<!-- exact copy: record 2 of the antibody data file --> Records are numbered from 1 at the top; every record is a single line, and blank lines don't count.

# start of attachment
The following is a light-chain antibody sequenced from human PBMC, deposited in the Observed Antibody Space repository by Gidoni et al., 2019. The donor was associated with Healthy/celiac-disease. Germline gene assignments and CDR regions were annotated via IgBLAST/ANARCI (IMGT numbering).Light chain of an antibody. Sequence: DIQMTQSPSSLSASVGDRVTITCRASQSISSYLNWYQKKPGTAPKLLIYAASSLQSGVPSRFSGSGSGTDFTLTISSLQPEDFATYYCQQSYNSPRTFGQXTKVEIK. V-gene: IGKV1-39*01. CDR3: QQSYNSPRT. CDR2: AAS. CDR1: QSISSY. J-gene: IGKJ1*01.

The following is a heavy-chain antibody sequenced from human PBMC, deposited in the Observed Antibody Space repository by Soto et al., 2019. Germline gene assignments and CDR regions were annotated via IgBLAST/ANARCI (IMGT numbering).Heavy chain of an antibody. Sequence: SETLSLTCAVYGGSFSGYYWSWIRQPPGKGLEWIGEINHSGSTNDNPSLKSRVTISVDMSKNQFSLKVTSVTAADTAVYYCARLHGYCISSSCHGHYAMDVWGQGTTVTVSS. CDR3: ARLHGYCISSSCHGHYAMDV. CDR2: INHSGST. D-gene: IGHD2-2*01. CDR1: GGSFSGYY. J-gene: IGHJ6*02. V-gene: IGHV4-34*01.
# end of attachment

The following is a heavy-chain antibody sequenced from human PBMC, deposited in the Observed Antibody Space repository by Soto et al., 2019. Germline gene assignments and CDR regions were annotated via IgBLAST/ANARCI (IMGT numbering).Heavy chain of an antibody. Sequence: SETLSLTCAVYGGSFSGYYWSWIRQPPGKGLEWIGEINHSGSTNDNPSLKSRVTISVDMSKNQFSLKVTSVTAADTAVYYCARLHGYCISSSCHGHYAMDVWGQGTTVTVSS. CDR3: ARLHGYCISSSCHGHYAMDV. CDR2: INHSGST. D-gene: IGHD2-2*01. CDR1: GGSFSGYY. J-gene: IGHJ6*02. V-gene: IGHV4-34*01.